Almost unavoidably Boris coming out was going to upset some members – he has carefully avoided having many fixed political opinions over the years, so I expect many pro-European members would have assumed Boris agreed with them, many anti-EU members would have assumed Boris agreed with them. For once, he is forced off the fence and forced to upset some people – so his overall approval rating among Tory party members fell. However, in the race to be the next Tory leader his position has improved. 43% now say they’d back Boris, up from 38%, with support falling for Theresa May and Sajid Javid, both of whom were seen as potential “outers” and both of whom ended up supporting Remain. Asked how they’d vote in a match up between Osborne & Boris the figures don’t change as much (Boris 55%, George 36% before, Boris 56%, George 38% after) – the broader balance between those party members who want Osborne as the next leader and those who don’t hasn’t changed much, it’s just Boris is now more clearly the “not-George” candidate.

Only a quarter of Tory party members said that the leadership candidates’s stances on the EU were an important factor in picking the next leader – 4% said they wanted the next leader to be someone who had campaigned for the UK to stay, 20% wanted the next leader to be someone who campaigned to leave, three-quarters picked other criteria as their main considerations. Far and away the most widely picked criteria was someone who will make a competent PM, picked by 67%, followed by someone who has a good chance of winning the next election on 52%.

At the moment, Boris is very clearly the front runner if he reaches the stage of the membership vote. At the moment that looks relatively likely – there will be a fair chunk of Conservative MPs who will want to vote for a leadership candidate who supported leaving the EU, and Boris is now obviously the biggest “pro-Leave” beast in the Tory party (though it will be interesting to see how the Parliamentary party divides – Boris maybe anti-EU, but he is not otherwise associated with the Tory right. Will the right of the parliamentary party fall in behind him, or will they want their own “proper” standard bearer?).

That said, it is very early days. If the referendum is lost it’s possible Cameron could go soon, but if not he may be here for a few years yet. Among Conservative party members there is very little call for Cameron to make an early departure – only 20% think he should step down in 2016 or 2017 (roughly the same proportion as think he should change his mind and teste the next election – the majority think he should stay till at least 2019). In reality though, any pressure for Cameron to go early will come from the Parliamentary party, not from the rank-and-file membership, and I expect that will depend upon the extent to which the Tory party rips itself apart over the next three months and the final result of the referendum.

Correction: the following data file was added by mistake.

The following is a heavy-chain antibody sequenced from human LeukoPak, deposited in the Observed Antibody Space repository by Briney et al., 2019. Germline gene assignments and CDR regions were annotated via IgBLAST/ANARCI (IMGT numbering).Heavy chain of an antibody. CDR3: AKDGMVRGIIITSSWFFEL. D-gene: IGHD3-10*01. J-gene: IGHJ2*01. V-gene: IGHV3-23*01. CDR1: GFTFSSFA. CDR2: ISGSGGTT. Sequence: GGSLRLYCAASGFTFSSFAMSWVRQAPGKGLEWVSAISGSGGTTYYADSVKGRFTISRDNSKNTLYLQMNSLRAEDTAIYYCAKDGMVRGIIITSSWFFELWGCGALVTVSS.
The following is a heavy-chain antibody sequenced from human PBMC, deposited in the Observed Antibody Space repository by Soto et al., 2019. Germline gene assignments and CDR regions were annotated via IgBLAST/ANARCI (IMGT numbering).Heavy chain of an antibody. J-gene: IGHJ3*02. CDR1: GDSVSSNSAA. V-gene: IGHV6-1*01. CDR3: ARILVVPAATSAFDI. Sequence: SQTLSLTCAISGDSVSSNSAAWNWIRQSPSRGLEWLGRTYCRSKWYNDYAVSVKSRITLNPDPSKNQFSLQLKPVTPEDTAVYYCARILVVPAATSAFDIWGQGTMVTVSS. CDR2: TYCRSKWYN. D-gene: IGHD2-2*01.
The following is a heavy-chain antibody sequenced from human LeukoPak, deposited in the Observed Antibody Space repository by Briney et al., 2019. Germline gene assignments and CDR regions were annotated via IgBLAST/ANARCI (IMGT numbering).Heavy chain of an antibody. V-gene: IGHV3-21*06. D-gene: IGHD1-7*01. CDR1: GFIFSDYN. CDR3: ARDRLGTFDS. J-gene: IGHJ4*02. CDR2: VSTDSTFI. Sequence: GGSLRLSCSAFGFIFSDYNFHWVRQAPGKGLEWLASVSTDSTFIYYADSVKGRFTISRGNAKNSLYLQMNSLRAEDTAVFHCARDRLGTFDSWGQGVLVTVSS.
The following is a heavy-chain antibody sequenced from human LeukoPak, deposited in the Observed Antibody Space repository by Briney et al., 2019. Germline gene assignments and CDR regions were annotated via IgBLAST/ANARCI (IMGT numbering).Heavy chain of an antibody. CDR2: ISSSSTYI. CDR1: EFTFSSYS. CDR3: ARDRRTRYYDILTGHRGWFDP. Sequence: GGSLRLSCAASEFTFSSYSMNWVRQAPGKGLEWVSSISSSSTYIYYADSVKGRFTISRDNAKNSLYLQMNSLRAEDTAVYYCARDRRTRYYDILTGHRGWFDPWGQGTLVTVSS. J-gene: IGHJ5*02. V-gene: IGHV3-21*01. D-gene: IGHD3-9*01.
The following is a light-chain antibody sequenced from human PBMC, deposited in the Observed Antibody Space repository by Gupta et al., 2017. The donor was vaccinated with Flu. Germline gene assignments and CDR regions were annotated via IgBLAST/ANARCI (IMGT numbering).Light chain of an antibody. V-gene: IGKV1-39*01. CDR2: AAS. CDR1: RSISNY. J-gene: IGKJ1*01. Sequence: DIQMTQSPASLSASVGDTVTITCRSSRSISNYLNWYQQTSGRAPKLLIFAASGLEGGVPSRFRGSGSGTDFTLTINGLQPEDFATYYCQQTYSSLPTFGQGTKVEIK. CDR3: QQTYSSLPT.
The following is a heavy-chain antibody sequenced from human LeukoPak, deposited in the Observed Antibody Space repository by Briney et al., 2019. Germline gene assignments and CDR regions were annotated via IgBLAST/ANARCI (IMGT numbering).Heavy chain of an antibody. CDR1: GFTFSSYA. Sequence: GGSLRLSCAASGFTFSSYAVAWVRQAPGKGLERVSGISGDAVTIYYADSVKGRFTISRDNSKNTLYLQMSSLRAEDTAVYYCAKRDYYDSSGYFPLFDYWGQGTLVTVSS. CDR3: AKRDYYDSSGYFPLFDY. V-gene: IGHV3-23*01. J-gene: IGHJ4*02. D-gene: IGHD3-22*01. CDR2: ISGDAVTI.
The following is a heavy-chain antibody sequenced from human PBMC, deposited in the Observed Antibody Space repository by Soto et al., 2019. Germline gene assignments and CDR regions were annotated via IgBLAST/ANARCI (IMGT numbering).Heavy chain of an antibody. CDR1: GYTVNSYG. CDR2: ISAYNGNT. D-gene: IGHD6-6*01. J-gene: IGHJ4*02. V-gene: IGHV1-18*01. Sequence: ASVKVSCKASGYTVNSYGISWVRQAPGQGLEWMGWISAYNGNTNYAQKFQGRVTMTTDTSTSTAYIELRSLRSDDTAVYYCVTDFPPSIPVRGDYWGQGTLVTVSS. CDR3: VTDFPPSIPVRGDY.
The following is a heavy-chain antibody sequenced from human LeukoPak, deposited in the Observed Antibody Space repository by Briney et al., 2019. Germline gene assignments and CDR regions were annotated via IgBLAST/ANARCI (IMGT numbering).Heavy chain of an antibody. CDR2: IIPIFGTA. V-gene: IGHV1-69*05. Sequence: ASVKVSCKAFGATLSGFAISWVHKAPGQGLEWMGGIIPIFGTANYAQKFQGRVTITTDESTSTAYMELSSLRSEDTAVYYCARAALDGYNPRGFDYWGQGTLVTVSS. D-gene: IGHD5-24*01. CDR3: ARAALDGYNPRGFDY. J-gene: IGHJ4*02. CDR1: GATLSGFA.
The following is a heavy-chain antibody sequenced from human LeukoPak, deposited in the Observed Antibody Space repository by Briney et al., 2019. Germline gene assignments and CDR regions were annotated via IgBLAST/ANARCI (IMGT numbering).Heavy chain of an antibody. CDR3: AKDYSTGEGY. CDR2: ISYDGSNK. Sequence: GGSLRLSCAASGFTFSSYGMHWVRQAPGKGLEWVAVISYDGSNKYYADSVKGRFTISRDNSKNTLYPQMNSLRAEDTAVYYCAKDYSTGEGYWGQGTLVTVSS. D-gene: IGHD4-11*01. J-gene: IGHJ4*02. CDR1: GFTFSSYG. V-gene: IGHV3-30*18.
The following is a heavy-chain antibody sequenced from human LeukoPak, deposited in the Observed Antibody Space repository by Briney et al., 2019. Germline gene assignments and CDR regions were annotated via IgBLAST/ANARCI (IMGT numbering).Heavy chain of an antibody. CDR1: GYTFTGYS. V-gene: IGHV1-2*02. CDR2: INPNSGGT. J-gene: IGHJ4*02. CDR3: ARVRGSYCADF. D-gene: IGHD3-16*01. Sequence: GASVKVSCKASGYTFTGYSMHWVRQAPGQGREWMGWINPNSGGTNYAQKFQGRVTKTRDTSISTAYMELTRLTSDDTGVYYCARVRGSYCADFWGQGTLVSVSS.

There were two new polls on the Scottish Parliament elections today – a new TNS face-to-face poll and a new Survation online poll. Note that while they are both newly published the different methodologies mean that the Survation fieldwork is far newer than TNS’s – Survation polled over the weekend, TNS polled over the last three weeks. Topline figures are below:

Survation
Constituency vote: SNP 54%, LAB 21%, CON 16%, LDEM 5%
Regional vote: SNP 43%, LAB 19%, CON 14%, LDEM 7%, GRN 9%, UKIP 6%

TNS:
Constituency vote: SNP 60%, LAB 21%, CON 13%, LDEM 4%
Regional vote: SNP 55%, LAB 21%, CON 13%, LDEM 4%, GRN 6%

Both polls have a huge SNP lead and their victory in May seems a foregone conclusion. Labour are comfortably in second place – the last round of Scottish Parliament polling from TNS showed the gap between Labour and the Conservatives narrowing, but that has faded away again. The Survation poll has UKIP up at 6%, which has provoked some comment – it appears to be something to do with Survation’s methodology rather than a new development, looking back over past Scottish Parliament polling Survation have consistently had UKIP at 5-6% in the Holyrood regional vote while other companies consistently give them between 1-3%. John Curtice has speculated that this may be something to do with the question wording Survation use, which refers to the regional vote as a “second vote” and might lead to some people giving a second preference (this would also explain the big gap they fond between SNP constituency and regional vote). A couple of years ago Roger Scully did an experiment looking at different wordings in Welsh Assembly polling, and found you got really different answers depending on whether the question said “second vote” or “regional vote”, so it is plausible that there’s a similar effect in Scotland.